I had praise for Julian Gough’s last novel, Jude: Level 1, a barmy, barnstorming satire on boomtime Ireland in which “realism doesn’t get a look-in but reality is ever-present.” That book has now been retrospectively retitled Jude in Ireland, to match this second volume in a projected trilogy (Jude in America is still to come). But one of my concerns for the first book was how, even at 180 pages, it risked straining the reader’s patience for its antic comic style. How then will we fare with the sequel, fully twice the length?
Jude in London might have better been titled Jude: Level 2, as this is no Patrick Hamilton or Iain Sinclair vision of London (“a city to fill the visible world”) as a central character in the book. Indeed, as a misguided Victoria Wood character once said of Fawlty Towers, “It could have been set anywhere.” Even Jude, our innocent abroad, isn’t quite sure where he is to begin with (or often thereafter). He alights on land after an eventful swim across the Irish Sea. “I looked down at the alien shore with great interest. So this was England! Or perhaps Wales.” Jude has crossed the sea to follow his double quest: to find the secret of his origins hinted to him at the orphanage in volume 1; and to find his true love, Angela. No matter that Angela has not expressed much reciprocal affection. Like most quests, the journey is all-important and the destination incidental, or rather the journey is the destination (the blurb gives away most of the plot on the back cover).
The plot is a structure around which Gough can do what he does best: knock seven bells out of certain aspects of contemporary society in a charming and hyperreal yarn of bonkers comic brilliance. (Even the copyright page is amusing without being annoying.) The storyline is a sequence of set pieces, where the characters are the satire and the satire is the action: the elements are inseparable and indistinguishable, and the scenes are constantly funny and constantly serious. Followers of Gough’s blog will know that he predicted the credit crunch with uncanny accuracy 18 months before the collapse of Lehman Brothers, and so it’s no surprise that large chunks of Jude in London deal with financial folly. (“The Celtic Tiger died long ago. In agony, after getting its goolies caught in the credit crunch.”) Two superb scenes show Gough at his best on this territory. First, former property speculators down on their luck try to build a wall using one brick and their old principles (“Brendan’s word is his bond. … Sorry, I should have said, as good as money in the bank. …Ah, yes, I meant, safe as Houses”). Second, there is a beautifully absurd analogy for the property crash rewritten as the Great Hargeisa Goat Bubble (first published on its own in 2003, and which you can read here). In these pieces, Gough pursues flights of fancy with ruthless logic. The perfect symbiosis he achieves between language and subject means that the comedy is a vehicle for the ideas at the same time that the ideas are a vehicle for the comedy.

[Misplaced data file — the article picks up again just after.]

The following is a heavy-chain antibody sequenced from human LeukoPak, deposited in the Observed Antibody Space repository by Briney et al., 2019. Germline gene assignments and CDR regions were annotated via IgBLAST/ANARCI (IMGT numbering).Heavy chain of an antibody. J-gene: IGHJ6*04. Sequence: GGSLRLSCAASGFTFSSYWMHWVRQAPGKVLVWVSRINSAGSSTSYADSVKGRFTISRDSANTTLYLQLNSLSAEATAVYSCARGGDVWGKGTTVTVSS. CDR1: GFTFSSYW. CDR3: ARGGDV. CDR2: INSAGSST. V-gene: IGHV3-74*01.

It must be said that some of the targets of Gough’s satire – property developers, bankers, Young British Artists – have been softened up pretty well already. He shows more teeth when he tackles the Irish literary establishment, though curiously, I felt that this was where his satire seemed less well directed. “Ours is the first generation in three hundred years in which the Novel has made no progress,” we are told. Yet the authors he specifies – Johns McGahern and Banville, Anne Enright, Colm Tóibín – seem among the least culpable for what Gough considers an excessive devotion to lyrical realism in the Irish novel. (Didn’t McGahern pretty much invent that form? Haven’t the others been innovators, now developing their style?) At its weakest, this section of the book devolves into a self-referential ding-dong with John Banville over waspish comments he made about Gough last year. But even while I queried its purpose, the scene of Jude recalling endless Irish novels of people attending funerals in the rain was very funny – and the words of one writer he encounters (“You can tell that we are Good Irish Writers, because the English give us prizes”) have a definite sting to them.